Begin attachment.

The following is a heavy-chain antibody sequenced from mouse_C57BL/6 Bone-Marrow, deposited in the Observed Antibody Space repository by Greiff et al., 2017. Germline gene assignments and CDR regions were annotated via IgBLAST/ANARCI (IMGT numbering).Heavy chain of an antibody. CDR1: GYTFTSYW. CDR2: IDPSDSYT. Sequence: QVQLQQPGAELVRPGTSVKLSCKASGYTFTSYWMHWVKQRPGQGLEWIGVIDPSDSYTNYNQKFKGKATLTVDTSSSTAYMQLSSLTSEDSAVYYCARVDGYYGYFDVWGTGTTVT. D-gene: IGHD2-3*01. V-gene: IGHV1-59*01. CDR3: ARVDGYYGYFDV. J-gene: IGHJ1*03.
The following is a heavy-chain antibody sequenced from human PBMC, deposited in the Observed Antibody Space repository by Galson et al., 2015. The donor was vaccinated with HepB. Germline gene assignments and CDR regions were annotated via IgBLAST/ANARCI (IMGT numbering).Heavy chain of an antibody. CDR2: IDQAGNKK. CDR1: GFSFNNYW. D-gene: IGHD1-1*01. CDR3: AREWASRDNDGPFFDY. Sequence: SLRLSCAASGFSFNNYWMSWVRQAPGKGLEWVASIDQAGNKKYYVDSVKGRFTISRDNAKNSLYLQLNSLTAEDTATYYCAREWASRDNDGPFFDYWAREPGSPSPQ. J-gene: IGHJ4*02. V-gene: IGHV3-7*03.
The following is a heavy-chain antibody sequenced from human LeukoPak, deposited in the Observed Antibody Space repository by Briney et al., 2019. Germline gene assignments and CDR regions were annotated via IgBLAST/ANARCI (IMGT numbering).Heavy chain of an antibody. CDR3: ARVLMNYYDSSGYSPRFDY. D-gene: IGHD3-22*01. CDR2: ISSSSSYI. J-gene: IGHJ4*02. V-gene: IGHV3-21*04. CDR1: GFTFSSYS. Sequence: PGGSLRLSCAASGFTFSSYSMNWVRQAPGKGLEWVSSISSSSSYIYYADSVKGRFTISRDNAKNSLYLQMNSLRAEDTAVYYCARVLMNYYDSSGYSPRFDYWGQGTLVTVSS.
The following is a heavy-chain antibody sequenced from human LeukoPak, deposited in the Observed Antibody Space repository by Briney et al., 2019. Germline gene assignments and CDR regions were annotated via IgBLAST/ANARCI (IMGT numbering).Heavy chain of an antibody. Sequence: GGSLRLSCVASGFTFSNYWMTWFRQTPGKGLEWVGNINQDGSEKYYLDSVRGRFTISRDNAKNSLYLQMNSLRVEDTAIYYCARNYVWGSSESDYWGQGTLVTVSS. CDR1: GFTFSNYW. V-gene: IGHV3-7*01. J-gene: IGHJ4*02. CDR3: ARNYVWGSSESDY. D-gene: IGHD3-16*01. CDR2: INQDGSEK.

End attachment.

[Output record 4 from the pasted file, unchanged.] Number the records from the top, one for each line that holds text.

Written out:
The following is a heavy-chain antibody sequenced from human LeukoPak, deposited in the Observed Antibody Space repository by Briney et al., 2019. Germline gene assignments and CDR regions were annotated via IgBLAST/ANARCI (IMGT numbering).Heavy chain of an antibody. Sequence: GGSLRLSCVASGFTFSNYWMTWFRQTPGKGLEWVGNINQDGSEKYYLDSVRGRFTISRDNAKNSLYLQMNSLRVEDTAIYYCARNYVWGSSESDYWGQGTLVTVSS. CDR1: GFTFSNYW. V-gene: IGHV3-7*01. J-gene: IGHJ4*02. CDR3: ARNYVWGSSESDY. D-gene: IGHD3-16*01. CDR2: INQDGSEK.